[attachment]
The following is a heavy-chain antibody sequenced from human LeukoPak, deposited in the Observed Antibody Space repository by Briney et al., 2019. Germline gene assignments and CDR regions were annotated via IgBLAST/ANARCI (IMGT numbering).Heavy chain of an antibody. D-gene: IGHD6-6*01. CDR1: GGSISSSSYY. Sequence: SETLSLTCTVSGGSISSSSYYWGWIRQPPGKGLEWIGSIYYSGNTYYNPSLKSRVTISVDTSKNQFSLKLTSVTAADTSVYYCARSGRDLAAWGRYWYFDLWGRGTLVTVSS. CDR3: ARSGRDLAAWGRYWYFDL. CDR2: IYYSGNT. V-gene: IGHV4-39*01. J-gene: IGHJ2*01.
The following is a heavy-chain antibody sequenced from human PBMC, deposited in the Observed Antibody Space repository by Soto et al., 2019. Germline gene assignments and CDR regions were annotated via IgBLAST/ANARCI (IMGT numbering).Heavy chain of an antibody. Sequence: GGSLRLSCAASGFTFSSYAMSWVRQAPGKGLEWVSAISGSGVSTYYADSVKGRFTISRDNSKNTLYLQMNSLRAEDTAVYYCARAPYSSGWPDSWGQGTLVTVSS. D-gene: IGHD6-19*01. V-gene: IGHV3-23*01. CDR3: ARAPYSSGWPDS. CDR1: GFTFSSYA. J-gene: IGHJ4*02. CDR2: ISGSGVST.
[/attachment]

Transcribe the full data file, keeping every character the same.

The following is a heavy-chain antibody sequenced from human LeukoPak, deposited in the Observed Antibody Space repository by Briney et al., 2019. Germline gene assignments and CDR regions were annotated via IgBLAST/ANARCI (IMGT numbering).Heavy chain of an antibody. D-gene: IGHD6-6*01. CDR1: GGSISSSSYY. Sequence: SETLSLTCTVSGGSISSSSYYWGWIRQPPGKGLEWIGSIYYSGNTYYNPSLKSRVTISVDTSKNQFSLKLTSVTAADTSVYYCARSGRDLAAWGRYWYFDLWGRGTLVTVSS. CDR3: ARSGRDLAAWGRYWYFDL. CDR2: IYYSGNT. V-gene: IGHV4-39*01. J-gene: IGHJ2*01.
The following is a heavy-chain antibody sequenced from human PBMC, deposited in the Observed Antibody Space repository by Soto et al., 2019. Germline gene assignments and CDR regions were annotated via IgBLAST/ANARCI (IMGT numbering).Heavy chain of an antibody. Sequence: GGSLRLSCAASGFTFSSYAMSWVRQAPGKGLEWVSAISGSGVSTYYADSVKGRFTISRDNSKNTLYLQMNSLRAEDTAVYYCARAPYSSGWPDSWGQGTLVTVSS. D-gene: IGHD6-19*01. V-gene: IGHV3-23*01. CDR3: ARAPYSSGWPDS. CDR1: GFTFSSYA. J-gene: IGHJ4*02. CDR2: ISGSGVST.